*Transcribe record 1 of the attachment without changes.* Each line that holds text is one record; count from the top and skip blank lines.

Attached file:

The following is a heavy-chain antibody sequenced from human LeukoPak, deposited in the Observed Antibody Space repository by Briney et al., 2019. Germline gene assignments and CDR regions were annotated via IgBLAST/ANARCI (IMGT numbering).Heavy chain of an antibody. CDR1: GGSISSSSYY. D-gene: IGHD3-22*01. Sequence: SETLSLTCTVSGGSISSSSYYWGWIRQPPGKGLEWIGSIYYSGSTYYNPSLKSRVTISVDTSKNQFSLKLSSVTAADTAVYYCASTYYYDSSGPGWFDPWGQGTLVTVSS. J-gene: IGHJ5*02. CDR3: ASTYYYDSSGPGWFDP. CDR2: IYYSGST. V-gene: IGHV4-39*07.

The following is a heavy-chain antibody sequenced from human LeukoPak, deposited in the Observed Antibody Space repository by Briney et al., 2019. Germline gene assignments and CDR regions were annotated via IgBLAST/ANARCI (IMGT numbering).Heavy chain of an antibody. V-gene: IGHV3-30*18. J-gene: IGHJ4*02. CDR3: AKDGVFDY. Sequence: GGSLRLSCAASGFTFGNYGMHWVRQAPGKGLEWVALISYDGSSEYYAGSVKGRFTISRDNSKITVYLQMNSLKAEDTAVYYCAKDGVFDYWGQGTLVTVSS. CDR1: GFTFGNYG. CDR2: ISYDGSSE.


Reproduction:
The following is a heavy-chain antibody sequenced from human LeukoPak, deposited in the Observed Antibody Space repository by Briney et al., 2019. Germline gene assignments and CDR regions were annotated via IgBLAST/ANARCI (IMGT numbering).Heavy chain of an antibody. CDR1: GGSISSSSYY. D-gene: IGHD3-22*01. Sequence: SETLSLTCTVSGGSISSSSYYWGWIRQPPGKGLEWIGSIYYSGSTYYNPSLKSRVTISVDTSKNQFSLKLSSVTAADTAVYYCASTYYYDSSGPGWFDPWGQGTLVTVSS. J-gene: IGHJ5*02. CDR3: ASTYYYDSSGPGWFDP. CDR2: IYYSGST. V-gene: IGHV4-39*07.